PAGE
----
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Be sure to check the list of worksheet functions that are needed for the homework assignments, to see which new functions (if any) might help with this assignment.
Since macros aren’t permitted in this homework assignment, be certain that the workbook you submit for grading has no macros. Read about how to check your workbooks for macros.
Remember that some problems are slight extensions of what we show you in class, in the demonstrations and in the session notes, and some problems are somewhat ambiguous. This is intended to parallel what you’ll frequently encounter at work. If you feel a bit confused, there are some things you can do to help clarify things.
Before attempting this homework, you might find it helpful to read about:
Numbers in square brackets to the right of the problem numbers indicate point values.
Having originally positioned itself as an upscale burger chain, Windy’s has a number of outlets that do not have drivethrough service. To meet competitive pressures, Windy’s has decided to install drivethrough service throughout its operations. They estimate that drivethrough customers will arrive, on average, every 2.8 minutes, and that the time to service them will be exponentially distributed with a rate of one every 2.4 minutes.
Find the average number of cars in the drivethrough, including both the number in line and the one being served. Your result should be a single cell.
Find the average number of cars in line. Your result should be a single cell.
Find the average time (in minutes) that it takes a car to move through the line and arrive at the service window. Your result should be a single cell.
Find the average time (in minutes) that a car takes to move through the entire drivethrough system. Your result should be a single cell.
Find the probability that there are 6 cars in the drivethrough, either waiting to be, or being, served. Your result should be a single cell.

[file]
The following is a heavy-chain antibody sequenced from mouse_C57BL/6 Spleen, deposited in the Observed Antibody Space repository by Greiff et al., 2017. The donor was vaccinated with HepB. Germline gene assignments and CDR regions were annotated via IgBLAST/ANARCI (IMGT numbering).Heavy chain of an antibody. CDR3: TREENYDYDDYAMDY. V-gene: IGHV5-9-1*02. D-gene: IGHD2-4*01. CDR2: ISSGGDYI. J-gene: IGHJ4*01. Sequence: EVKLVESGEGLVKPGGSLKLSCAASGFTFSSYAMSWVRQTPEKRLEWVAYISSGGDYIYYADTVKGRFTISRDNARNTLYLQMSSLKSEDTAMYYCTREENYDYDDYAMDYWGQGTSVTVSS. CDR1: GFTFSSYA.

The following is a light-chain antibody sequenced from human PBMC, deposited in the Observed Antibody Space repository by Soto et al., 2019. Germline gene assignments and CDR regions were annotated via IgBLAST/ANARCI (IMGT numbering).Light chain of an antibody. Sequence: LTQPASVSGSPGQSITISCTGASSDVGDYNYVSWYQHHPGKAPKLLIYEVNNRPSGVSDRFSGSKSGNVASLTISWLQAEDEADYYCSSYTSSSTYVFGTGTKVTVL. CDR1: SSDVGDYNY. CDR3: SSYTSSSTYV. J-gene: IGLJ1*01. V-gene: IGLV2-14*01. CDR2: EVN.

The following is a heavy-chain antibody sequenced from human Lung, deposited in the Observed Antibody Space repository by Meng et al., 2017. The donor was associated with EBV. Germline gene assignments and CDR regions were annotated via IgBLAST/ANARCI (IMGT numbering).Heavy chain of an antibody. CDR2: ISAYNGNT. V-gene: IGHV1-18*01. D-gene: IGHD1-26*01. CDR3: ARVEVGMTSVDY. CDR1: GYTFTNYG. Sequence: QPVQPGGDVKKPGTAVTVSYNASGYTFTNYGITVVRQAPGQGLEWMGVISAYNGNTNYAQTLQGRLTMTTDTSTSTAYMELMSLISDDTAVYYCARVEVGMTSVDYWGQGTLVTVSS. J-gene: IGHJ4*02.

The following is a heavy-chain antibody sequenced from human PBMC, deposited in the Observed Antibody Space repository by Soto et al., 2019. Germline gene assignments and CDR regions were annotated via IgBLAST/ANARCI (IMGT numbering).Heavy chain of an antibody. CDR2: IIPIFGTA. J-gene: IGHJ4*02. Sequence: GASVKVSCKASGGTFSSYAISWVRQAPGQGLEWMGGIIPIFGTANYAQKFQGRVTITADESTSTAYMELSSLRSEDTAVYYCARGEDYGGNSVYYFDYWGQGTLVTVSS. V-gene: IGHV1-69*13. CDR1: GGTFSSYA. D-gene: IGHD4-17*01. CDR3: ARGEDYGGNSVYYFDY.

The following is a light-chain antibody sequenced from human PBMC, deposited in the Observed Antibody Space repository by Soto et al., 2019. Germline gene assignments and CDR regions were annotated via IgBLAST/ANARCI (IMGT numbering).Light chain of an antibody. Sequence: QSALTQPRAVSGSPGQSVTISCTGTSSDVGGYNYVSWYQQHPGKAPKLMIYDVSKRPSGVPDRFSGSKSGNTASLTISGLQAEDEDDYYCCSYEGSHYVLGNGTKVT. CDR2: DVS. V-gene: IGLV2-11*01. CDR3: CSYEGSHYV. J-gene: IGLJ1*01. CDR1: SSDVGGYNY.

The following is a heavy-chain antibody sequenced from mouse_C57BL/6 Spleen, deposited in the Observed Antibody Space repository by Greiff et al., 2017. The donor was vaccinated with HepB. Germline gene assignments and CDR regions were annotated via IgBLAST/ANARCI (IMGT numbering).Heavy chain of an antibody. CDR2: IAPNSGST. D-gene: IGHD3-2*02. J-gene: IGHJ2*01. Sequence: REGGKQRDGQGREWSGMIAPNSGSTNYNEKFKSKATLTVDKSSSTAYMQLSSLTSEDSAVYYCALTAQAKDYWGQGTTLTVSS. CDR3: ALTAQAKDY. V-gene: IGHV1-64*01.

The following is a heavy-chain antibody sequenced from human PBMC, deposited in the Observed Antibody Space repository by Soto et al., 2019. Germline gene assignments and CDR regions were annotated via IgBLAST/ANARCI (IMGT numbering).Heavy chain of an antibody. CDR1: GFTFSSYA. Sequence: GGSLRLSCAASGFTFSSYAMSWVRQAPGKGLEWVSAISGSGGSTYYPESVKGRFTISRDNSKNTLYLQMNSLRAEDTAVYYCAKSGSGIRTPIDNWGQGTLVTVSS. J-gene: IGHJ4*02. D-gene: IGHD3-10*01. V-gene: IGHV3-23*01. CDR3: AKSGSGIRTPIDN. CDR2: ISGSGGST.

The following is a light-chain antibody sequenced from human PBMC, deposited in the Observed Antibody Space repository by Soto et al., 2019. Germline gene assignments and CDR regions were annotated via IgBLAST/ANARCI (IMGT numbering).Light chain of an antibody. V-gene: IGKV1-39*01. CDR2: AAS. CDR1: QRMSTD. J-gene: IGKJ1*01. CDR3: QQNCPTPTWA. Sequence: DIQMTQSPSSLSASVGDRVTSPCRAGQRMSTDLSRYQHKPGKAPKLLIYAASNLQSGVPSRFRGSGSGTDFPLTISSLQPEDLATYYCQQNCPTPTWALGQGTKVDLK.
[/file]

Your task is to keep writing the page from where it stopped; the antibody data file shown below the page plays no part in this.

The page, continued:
Find the probability that there are 10 cars in the drivethrough, either waiting to be served, or being served. Your result should be a single cell.
You’ve procrastinated yet again, and you’re standing in line at the post office to mail your income tax form on the due date. There’s only one service window open. When you arrive in the line there are 6 people in front of you, so you have some time to kill, and you try to apply what you know about service lines. As time passes, you observe that the average service time is about 1.75 minutes, and new people come into the line, on average, one every 2.0 minutes.
Find the average number of people in the system including both the number in line and the one being served. Your result should be a single cell.
Find the average length of lines when there actually is a line. Your result should be a single cell.
Last Modified: Wednesday, 27Apr2016 04:15:26 EDT
Modeling service systems in general is extraordinarily complex, but as we’ve seen, if we make reasonable approximations, we can gain powerful tools that are very easy to apply. In the case of service systems, we assumed that the system was at equilibrium or close to it. Analogously, we can make simplifying assumptions for many other complex questions. Examples are process control, resource scheduling, resource allocation, cost allocation, vehicle routing, and many more.